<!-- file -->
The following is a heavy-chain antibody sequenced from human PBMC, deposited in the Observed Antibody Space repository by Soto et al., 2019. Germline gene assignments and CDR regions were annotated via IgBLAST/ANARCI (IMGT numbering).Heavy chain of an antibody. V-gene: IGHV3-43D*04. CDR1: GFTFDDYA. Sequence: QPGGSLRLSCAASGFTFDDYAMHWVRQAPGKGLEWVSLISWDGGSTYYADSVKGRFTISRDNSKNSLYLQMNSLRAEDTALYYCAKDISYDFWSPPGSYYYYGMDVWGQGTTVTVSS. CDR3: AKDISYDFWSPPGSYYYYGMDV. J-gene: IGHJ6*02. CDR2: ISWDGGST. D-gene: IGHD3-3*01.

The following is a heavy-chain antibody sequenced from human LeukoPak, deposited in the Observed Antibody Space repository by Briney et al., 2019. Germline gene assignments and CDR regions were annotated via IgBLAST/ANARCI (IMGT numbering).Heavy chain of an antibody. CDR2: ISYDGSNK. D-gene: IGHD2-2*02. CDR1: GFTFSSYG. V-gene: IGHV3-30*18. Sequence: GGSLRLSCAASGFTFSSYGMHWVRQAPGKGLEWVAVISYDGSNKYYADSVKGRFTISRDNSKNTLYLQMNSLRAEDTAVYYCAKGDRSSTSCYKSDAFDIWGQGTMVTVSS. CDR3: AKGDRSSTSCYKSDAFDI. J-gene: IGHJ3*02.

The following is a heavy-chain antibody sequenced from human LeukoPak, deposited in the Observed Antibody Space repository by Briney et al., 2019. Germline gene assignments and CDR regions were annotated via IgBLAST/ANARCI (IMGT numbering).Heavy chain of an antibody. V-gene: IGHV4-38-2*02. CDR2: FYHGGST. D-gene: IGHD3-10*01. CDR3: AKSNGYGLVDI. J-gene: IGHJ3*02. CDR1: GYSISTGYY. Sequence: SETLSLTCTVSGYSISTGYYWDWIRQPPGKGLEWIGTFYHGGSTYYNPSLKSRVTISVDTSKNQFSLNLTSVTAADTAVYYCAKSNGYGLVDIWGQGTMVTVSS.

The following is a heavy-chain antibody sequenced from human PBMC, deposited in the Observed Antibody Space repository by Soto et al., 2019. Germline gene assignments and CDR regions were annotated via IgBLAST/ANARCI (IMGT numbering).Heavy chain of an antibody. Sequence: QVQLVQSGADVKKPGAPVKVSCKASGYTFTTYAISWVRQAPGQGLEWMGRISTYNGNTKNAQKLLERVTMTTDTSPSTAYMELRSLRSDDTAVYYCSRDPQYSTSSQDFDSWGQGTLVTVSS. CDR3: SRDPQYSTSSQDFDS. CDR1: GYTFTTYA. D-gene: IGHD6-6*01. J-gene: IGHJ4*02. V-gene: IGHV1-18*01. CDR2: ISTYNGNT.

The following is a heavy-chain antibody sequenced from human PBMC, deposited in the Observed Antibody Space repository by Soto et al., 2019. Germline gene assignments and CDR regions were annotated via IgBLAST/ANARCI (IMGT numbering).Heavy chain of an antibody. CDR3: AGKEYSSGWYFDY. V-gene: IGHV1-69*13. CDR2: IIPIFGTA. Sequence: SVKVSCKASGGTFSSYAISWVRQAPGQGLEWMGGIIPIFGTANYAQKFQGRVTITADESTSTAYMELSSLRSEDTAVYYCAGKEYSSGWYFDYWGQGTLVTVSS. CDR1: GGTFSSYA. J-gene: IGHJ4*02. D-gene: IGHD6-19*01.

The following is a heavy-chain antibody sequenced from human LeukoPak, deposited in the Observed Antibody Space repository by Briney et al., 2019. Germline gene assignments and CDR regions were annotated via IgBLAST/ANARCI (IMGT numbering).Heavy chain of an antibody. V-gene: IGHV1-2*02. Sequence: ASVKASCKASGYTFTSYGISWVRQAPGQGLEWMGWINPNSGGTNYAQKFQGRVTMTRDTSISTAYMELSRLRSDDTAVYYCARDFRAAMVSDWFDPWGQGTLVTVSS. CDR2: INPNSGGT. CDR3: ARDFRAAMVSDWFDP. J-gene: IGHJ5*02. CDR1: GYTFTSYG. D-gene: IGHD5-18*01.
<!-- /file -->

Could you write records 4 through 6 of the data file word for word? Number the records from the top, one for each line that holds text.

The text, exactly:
The following is a heavy-chain antibody sequenced from human PBMC, deposited in the Observed Antibody Space repository by Soto et al., 2019. Germline gene assignments and CDR regions were annotated via IgBLAST/ANARCI (IMGT numbering).Heavy chain of an antibody. Sequence: QVQLVQSGADVKKPGAPVKVSCKASGYTFTTYAISWVRQAPGQGLEWMGRISTYNGNTKNAQKLLERVTMTTDTSPSTAYMELRSLRSDDTAVYYCSRDPQYSTSSQDFDSWGQGTLVTVSS. CDR3: SRDPQYSTSSQDFDS. CDR1: GYTFTTYA. D-gene: IGHD6-6*01. J-gene: IGHJ4*02. V-gene: IGHV1-18*01. CDR2: ISTYNGNT.

The following is a heavy-chain antibody sequenced from human PBMC, deposited in the Observed Antibody Space repository by Soto et al., 2019. Germline gene assignments and CDR regions were annotated via IgBLAST/ANARCI (IMGT numbering).Heavy chain of an antibody. CDR3: AGKEYSSGWYFDY. V-gene: IGHV1-69*13. CDR2: IIPIFGTA. Sequence: SVKVSCKASGGTFSSYAISWVRQAPGQGLEWMGGIIPIFGTANYAQKFQGRVTITADESTSTAYMELSSLRSEDTAVYYCAGKEYSSGWYFDYWGQGTLVTVSS. CDR1: GGTFSSYA. J-gene: IGHJ4*02. D-gene: IGHD6-19*01.

The following is a heavy-chain antibody sequenced from human LeukoPak, deposited in the Observed Antibody Space repository by Briney et al., 2019. Germline gene assignments and CDR regions were annotated via IgBLAST/ANARCI (IMGT numbering).Heavy chain of an antibody. V-gene: IGHV1-2*02. Sequence: ASVKASCKASGYTFTSYGISWVRQAPGQGLEWMGWINPNSGGTNYAQKFQGRVTMTRDTSISTAYMELSRLRSDDTAVYYCARDFRAAMVSDWFDPWGQGTLVTVSS. CDR2: INPNSGGT. CDR3: ARDFRAAMVSDWFDP. J-gene: IGHJ5*02. CDR1: GYTFTSYG. D-gene: IGHD5-18*01.